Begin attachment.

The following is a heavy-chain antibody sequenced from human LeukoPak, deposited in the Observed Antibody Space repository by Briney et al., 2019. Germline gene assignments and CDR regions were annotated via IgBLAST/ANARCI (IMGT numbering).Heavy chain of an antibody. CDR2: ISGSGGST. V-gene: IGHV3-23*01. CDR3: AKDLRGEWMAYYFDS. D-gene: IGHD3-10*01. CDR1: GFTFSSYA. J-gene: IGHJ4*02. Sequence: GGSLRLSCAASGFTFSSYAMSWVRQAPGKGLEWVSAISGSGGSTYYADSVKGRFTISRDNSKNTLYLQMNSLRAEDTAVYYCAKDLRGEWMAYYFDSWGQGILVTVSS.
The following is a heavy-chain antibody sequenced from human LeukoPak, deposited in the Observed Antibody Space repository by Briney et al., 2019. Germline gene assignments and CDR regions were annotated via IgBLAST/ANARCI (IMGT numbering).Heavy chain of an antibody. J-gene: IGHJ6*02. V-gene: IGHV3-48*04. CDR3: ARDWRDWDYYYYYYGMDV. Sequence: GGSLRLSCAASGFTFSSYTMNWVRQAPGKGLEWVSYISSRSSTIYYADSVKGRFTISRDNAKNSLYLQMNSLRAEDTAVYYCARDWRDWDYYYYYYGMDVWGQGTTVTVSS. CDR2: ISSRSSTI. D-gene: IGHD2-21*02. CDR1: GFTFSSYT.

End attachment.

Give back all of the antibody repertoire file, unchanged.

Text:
The following is a heavy-chain antibody sequenced from human LeukoPak, deposited in the Observed Antibody Space repository by Briney et al., 2019. Germline gene assignments and CDR regions were annotated via IgBLAST/ANARCI (IMGT numbering).Heavy chain of an antibody. CDR2: ISGSGGST. V-gene: IGHV3-23*01. CDR3: AKDLRGEWMAYYFDS. D-gene: IGHD3-10*01. CDR1: GFTFSSYA. J-gene: IGHJ4*02. Sequence: GGSLRLSCAASGFTFSSYAMSWVRQAPGKGLEWVSAISGSGGSTYYADSVKGRFTISRDNSKNTLYLQMNSLRAEDTAVYYCAKDLRGEWMAYYFDSWGQGILVTVSS.
The following is a heavy-chain antibody sequenced from human LeukoPak, deposited in the Observed Antibody Space repository by Briney et al., 2019. Germline gene assignments and CDR regions were annotated via IgBLAST/ANARCI (IMGT numbering).Heavy chain of an antibody. J-gene: IGHJ6*02. V-gene: IGHV3-48*04. CDR3: ARDWRDWDYYYYYYGMDV. Sequence: GGSLRLSCAASGFTFSSYTMNWVRQAPGKGLEWVSYISSRSSTIYYADSVKGRFTISRDNAKNSLYLQMNSLRAEDTAVYYCARDWRDWDYYYYYYGMDVWGQGTTVTVSS. CDR2: ISSRSSTI. D-gene: IGHD2-21*02. CDR1: GFTFSSYT.